Last Friday I chose Plotting and Writing Suspense Fiction by Patricia Highsmith where I praised Highsmith’s case study of writing one of her most compelling works, The Glass Cell. Then Rick Robinson made the excellent suggestion that I review The Glass Cell which I immediately thought was a great idea. The Glass Cell is the story of Philip Carter, an engineer, who is falsely blamed for fraud in the construction of a school. Carter is convicted and sent to prison. Shortly after he’s incarcerated, Carter is viciously tortured by sadistic prison guards. This leads to a pain management problem that Carter can only solve with injections of morphine. Carter serves six brutal years of a ten-year sentence. Meanwhile, Carter’s beautiful wife Hazel, is having an affair with David Sullivan, a lawyer who Hazel believes is trying to get Carter a pardon. Highsmith ratchets up the suspense as Carter gets released from prison and has to confront life as an ex-con and his wife’s adultery. The case study in Plotting and Writing Suspense Fiction shows how Highsmith rewrote The Glass Cell after Harper & Row rejected it. Highsmith says the book began to take form when she realized that even though Carter was out of prison, the effects of his horrific prison experience never really left him. I highly recommend both The Glass Cell and Highsmith’s slim, savvy writing guide.
AMC is currently developing an “update” to the classic THE PRISONER series starring Patrick McGoohan. When I first watched THE PRISONER 40 years ago, I really didn’t know what to make of it. McGoohan plays a “retired” spy who wakes up in an isolated place called “The Village” protected by a strange bubble device. Escape is seemingly impossible, but McGoohan (assigned the ID: No. 6) tries just about every week to flee The Village. The audience, and McGoohan, don’t know if The Village–filled with ex-spies and government officials who possess secrets–is run by the British Government or the Soviets or someone else. Of course, after 40 years, I don’t remember all that much about the series except that the final episode was surreal. AMC is making the original 16 full episodes available for view FOR FREE at their web site at: http://www.amctv.com/originals/the-prisoner-1960s-series/ so you know what I’ll be doing for the next week or two. If you want to own THE PRISONER: THE COMPLETE SERIES AMAZON has it for $52.99.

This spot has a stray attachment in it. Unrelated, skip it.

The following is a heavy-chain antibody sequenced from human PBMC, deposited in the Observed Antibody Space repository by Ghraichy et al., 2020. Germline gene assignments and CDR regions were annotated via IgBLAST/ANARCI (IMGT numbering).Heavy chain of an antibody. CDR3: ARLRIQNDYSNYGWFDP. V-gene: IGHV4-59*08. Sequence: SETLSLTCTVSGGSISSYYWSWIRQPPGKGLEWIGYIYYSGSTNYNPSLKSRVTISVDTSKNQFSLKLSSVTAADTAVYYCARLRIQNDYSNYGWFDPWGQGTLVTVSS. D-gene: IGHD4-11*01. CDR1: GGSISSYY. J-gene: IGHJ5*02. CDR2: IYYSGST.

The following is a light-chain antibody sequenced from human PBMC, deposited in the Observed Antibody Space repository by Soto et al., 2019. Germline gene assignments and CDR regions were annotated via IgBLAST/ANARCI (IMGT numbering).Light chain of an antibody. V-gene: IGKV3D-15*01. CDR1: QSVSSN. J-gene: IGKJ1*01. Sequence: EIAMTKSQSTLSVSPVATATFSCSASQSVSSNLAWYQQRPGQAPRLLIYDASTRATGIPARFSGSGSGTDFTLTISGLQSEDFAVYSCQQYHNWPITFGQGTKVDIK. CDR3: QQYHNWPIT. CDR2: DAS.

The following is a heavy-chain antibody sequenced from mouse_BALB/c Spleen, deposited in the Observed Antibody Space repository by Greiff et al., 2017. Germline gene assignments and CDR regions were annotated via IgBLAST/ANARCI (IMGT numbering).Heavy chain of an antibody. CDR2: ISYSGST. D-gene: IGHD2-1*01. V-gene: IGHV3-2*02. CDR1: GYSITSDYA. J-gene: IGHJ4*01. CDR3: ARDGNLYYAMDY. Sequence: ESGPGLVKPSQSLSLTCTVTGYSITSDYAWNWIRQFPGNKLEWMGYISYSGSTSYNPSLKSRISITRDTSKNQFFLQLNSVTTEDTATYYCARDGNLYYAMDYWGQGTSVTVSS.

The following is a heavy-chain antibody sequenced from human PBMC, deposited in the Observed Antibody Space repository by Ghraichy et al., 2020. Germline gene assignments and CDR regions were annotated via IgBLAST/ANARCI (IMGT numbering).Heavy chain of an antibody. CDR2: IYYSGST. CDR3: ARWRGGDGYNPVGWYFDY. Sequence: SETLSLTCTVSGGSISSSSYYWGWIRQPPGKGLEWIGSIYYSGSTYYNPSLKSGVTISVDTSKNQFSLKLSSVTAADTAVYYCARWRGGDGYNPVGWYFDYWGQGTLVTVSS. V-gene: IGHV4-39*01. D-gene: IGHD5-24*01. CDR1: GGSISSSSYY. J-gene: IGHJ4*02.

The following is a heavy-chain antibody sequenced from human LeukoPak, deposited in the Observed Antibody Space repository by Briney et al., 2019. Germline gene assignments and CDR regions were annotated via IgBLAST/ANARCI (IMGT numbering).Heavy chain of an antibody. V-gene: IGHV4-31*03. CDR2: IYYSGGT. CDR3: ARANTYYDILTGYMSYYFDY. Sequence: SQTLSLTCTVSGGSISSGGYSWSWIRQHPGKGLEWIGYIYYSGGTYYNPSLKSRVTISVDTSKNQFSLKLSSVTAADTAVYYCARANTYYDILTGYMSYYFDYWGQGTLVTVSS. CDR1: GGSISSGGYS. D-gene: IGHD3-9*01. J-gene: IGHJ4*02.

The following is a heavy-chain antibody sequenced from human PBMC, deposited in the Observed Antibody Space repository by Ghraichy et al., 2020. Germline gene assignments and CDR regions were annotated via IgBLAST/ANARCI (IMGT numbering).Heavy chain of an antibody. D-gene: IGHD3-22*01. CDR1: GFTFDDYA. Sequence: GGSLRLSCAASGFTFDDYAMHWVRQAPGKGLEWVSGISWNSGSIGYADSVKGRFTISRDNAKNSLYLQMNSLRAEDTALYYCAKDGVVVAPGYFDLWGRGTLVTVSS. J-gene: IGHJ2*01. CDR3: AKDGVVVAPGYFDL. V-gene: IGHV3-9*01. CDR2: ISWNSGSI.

Disney’s purchase of Marvel for $4 billion means we’ll be seeing more marketing of Marvel’s huge backlist. Last week, X-Men: Volume 3 and Volume 4 were released. Best Buy had them on sale for $14.99 ($5 off if you bought both volumes). These animated programs follow the comics closely. If you’re a fan of the series, you’ll want these before Disney “puts them in the vault” as they are annoyingly prone to do, taking them out of circulation for five or more years. The women superheroes–Storm, Jean Grey, Rogue, Jubilee, etc.–are prominent and powerful.
I’ve made no secret of my admiration of Murray Perahia’s playing of Bach. Where other pianists “interpret” Bach–Glenn Gould is an extreme example–I find Perahia’s playing to be graceful and precise. It sounds like the “real” Bach to me. And I love the recorded sound of this new CD. The recording process makes the music as clear as glass. Murray Perahia is appearing in concert in LA and NYC in October. I’m sure Perahia will be featuring some of these marvelous partitas in his concert performances. GRADE: A
I promised my daughter that I would watch this Season Six 2-hour premiere episode, but the antics of the writers and producers of House over the past two seasons have driven me away from the series. House attracted me from the beginning with the medical mystery format. Every week, Dr. Gregory House and his medical team tackled strange and bizarre medical conditions. I found the program clever, intelligent, and compelling. But, a couple years ago, the series changed its focus from the mysterious medical conditions of the patients that needed diagnosis to House’s drug habit. I almost quit watching House at the end of Season Four when–incomprehensibly–the writers killed off the best actress and compelling character (other than Hugh Laurie), Amber. Then, last season, they brought Amber back as a hallucination. Weak! So I’ll tune in tonight and keep my promise, but I’m done with House.